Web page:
For alternative methods of energy generation to make sense they need to do more than simply appear to be ‘ecological’: they need to make sound ecological and economic sense. And nothing could appear more ecological than sticking a wind turbine on one’s roof! But does this make either economic or ecological sense?
My colleague Neil Campbell was kind enough to send me a link to a site which conducted extensive tests on small wind turbines. I have analysed the results below, but the results are simple to understand: unless you have no connection to the electrical mains, wind power makes no sense at all on a small scale. A basic physics analysis indicates that the extractable power is proportional to the diameter of the rotor squared. So a 5 metre diameter can extract as much as 5 x 5 = 25 times more power than a 1 metre diameter turbine. Wind turbines are not cheap, and wasting money and resources on a wind turbine is as wasteful as wasting it on anything else.
The Table below shows in turn, the name of a wind turbine, its cost in euros, its actual output in a favourable wind environment (kWh per year), what this output equates to as an average power (W), the cost per unit of electricity if the wind turbine last for 10 years (compare with around £0.20 for a maximum unit cost in the UK); a rough estimate of the maximum average output if wind speeds are a consistent 5 metres per second (11 m.p.h.) for 30% of the time, and a record of how much of that plausible maximum the wind turbines actually achieved. I evaluated the plausible maximum using the formula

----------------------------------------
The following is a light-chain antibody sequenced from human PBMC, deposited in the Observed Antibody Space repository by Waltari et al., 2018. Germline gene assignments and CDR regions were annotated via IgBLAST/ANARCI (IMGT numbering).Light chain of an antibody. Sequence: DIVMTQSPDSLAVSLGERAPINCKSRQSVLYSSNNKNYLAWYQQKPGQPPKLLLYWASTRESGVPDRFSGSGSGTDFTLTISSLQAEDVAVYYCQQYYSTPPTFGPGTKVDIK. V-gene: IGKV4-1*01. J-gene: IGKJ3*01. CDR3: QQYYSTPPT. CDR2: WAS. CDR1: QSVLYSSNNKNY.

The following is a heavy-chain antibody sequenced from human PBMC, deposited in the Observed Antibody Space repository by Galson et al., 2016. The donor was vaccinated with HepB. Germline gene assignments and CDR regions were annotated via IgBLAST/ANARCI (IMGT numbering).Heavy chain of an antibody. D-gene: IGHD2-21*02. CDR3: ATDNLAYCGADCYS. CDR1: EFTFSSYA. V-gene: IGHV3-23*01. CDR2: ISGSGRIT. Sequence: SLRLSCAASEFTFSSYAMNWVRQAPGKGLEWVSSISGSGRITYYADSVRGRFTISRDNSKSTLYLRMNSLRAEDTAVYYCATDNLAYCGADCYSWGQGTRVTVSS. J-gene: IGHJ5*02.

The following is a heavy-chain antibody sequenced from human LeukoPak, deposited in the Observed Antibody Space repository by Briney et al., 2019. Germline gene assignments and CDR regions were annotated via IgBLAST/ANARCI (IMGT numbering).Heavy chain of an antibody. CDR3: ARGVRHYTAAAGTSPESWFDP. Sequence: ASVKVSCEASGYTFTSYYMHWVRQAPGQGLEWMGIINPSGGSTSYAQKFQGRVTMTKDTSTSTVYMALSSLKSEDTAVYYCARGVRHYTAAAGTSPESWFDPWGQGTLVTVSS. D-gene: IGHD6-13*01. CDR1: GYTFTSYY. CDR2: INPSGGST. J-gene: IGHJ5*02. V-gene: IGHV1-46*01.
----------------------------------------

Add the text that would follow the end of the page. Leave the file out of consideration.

Power ~ 0.6 x 0.5 x (air density) x π x rotor radius^2 x wind speed ^3
|Output (kWh/Year)||Average Output
||Cost per kWh depreciated over a 10 year Life||Plausible maximum average output||Fraction of Plausible Maximum achieved|
|Energy Ball||1||4304||73||8.3||5.90 €||11||78%|
|WRE 030||2.5||29512||404||46||7.30 €||66||69%|
|WRE 060||3.3||37187||485||55.4||7.67 €||115||48%|
The data above teach three lessons
- The last column tells me that wind turbines are roughly as efficient as they can be. In this context I take any answer between 50% and 150% to be roughly equal to 100%.
- To make more economic sense the only way forward is (a) to use large diameter blades or (b) to reduce the cost of each turbine.
- 4 metre and 5 metre diameter turbines are on the borderline of making economic sense if they are mounted on a good tower in a windy place. But a 5 metre diameter turbine is a serious engineering undertaking and would probably need a 25 metre tower to make sense. Would your neighbours object? You know they would!
So in summary, small scale wind power doesn’t make sense. And its the alignment of ecology and economics that makes that clear.
And physics of course:-)